Would you talk about Buddhism and motivation please? Ever since I learned Buddhism few months ago (I am a newbie!) I’ve become more restrained, able to restrained anger, annoyance, craving to shop junks, etc. It’s wonderful, I am happier and calmer now.
But then I wonder if all the stress on unruffled mind, upekkha, contentment, restraining from grasping, etc could lead one to be lacking ambition in real life? For example, no ambition to become successful at work, no wish to take up further study because “well, why would I want to be a manager if I am content and happy enough just to be a clerk?”, no wish to get better things “why should I look for another place to stay, this old apartment can still shelter me even though the bathroom is leaking.” and so on.
This is a good question. There is a tendency to think of Buddhism as complacent or passive. Buddhism is actually about action, that is why we talk about karma (action) so much. However Buddhism does make a distinction between skillful motivations and unskillful motivations behind our actions.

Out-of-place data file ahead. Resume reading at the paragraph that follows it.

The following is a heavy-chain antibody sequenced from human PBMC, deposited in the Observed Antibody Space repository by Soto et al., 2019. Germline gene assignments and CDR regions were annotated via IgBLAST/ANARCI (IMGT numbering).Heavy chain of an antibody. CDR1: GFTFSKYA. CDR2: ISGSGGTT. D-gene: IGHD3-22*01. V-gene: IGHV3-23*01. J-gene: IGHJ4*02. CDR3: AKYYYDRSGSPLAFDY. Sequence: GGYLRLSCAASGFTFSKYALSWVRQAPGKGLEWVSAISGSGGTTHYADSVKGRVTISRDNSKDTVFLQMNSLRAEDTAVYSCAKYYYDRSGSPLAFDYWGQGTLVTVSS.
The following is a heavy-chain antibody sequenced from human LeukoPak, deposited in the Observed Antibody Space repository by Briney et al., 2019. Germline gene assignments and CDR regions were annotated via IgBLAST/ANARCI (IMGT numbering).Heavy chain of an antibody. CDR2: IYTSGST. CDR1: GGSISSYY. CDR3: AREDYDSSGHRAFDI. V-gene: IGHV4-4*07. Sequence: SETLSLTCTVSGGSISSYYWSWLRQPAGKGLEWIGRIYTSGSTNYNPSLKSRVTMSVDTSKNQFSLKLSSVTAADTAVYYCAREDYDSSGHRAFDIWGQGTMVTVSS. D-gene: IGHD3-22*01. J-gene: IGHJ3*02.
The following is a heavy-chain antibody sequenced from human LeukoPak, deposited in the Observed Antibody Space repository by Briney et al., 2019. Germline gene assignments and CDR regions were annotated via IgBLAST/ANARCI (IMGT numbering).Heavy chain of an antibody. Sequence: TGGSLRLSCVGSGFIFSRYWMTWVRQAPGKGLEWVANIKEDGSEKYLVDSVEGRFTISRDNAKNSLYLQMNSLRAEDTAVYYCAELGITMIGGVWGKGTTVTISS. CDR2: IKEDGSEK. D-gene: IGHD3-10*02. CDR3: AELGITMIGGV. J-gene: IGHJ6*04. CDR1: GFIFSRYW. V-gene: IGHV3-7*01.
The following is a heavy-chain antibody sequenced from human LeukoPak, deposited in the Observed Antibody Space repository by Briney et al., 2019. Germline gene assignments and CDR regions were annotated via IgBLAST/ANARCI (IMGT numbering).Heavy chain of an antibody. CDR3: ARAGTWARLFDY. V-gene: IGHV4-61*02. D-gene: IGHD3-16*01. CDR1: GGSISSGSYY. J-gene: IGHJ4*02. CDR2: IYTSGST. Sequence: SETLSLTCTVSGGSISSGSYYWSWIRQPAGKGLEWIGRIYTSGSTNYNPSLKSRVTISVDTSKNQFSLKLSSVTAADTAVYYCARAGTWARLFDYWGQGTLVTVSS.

Human beings tend to be primarily motivation by the quest for personal advantage, to do what it takes so I get that manager’s job rather than my colleague, so that I have a better home than my friends, and so on. We do have an obligation to protect our physical and emotional health, but there are many motivations that do not put me and mine on center stage, such as those based in compassion and loving-kindness. The latter are skillful motivations; they are skillful because they lead away from personal stress toward lightness and joy, they do not present a distorted view of reality but open the heart, and they tend to produce great benefit, including for yourself where that is needed.
With skillful motivations action actually becomes more effortless, more fluid. It no longer needs ambition. Ultimately on the path there is no sense of personal effort at all, but what needs doing is done. Here is my very favorite Buddhist verse, by Hongzhi, a Twelfth Century Chinese Zen master:
“People of the Way journey through the world responding to conditions, carefree and without constraint. Like clouds finally raining, like moonlight following the current, like orchids growing in shade, like spring arising in everything, they act without mind, they respond with certainty.”